Lionsgate, the freshly minted seventh major studio whose movies had never posted a domestic opening weekend of more than $41 million until last year, just established one of the best debuts ever with The Hunger Games: Catching Fire's $158.1 million bow.
Yet, all many seem able to talk about is how "disappointing" that number is.
Sure, if someone's portfolio fell victim to Lionsgate's 10 percent slide in shares yesterday, they may be justifiably disappointed. Don't blame it on the movie, the studio, or audiences though. Blame it on a the fanboy mentality which dictates bigger isn't good enough anymore; a mentality that essentially requires even the most optimistic of expectations to be exceeded, and if they're not, perception dooms healthy performances into classifications such as "non-eventful" and "let down". Unfortunately, that mentality affects the real world, too.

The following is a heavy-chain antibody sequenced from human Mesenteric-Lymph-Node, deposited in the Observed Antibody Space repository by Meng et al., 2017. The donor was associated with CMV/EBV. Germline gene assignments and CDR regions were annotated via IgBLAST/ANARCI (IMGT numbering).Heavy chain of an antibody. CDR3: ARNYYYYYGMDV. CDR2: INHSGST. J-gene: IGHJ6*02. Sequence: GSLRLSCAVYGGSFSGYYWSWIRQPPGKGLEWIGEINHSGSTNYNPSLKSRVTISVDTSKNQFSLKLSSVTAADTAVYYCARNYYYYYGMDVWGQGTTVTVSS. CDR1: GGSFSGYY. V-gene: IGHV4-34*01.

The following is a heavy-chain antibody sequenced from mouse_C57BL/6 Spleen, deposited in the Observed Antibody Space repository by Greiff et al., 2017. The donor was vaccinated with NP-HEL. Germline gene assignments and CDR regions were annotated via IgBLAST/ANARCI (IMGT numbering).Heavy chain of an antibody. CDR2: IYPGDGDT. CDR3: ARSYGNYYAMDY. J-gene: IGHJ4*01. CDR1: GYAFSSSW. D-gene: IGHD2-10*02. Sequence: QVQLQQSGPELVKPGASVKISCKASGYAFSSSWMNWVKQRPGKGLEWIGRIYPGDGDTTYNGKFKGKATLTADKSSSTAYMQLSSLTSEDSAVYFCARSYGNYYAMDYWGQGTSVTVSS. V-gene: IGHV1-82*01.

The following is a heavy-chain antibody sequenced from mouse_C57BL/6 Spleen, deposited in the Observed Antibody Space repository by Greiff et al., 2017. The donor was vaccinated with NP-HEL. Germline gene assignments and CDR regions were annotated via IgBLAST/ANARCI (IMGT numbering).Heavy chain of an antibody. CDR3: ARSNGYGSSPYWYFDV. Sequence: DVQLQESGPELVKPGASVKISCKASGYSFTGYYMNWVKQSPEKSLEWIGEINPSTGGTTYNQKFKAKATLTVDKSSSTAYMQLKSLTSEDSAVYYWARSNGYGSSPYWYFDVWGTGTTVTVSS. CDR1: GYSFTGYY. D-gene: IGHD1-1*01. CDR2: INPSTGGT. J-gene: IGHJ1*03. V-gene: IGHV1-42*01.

Worst of all, indulging in said mentality precedes avoiding the responsibility of being able to step back and say, "the movie's doing great business, the signs were just misread."
That flawed thinking has skewed perceptions of the box office in recent years, inaccurately portraying major financial successes as disappointments, and moderate disappointments as outright flops... (more)
Full story: http://www.boxoffice...-underperformed
Edited by ShawnMR, 26 November 2013 - 02:57 PM.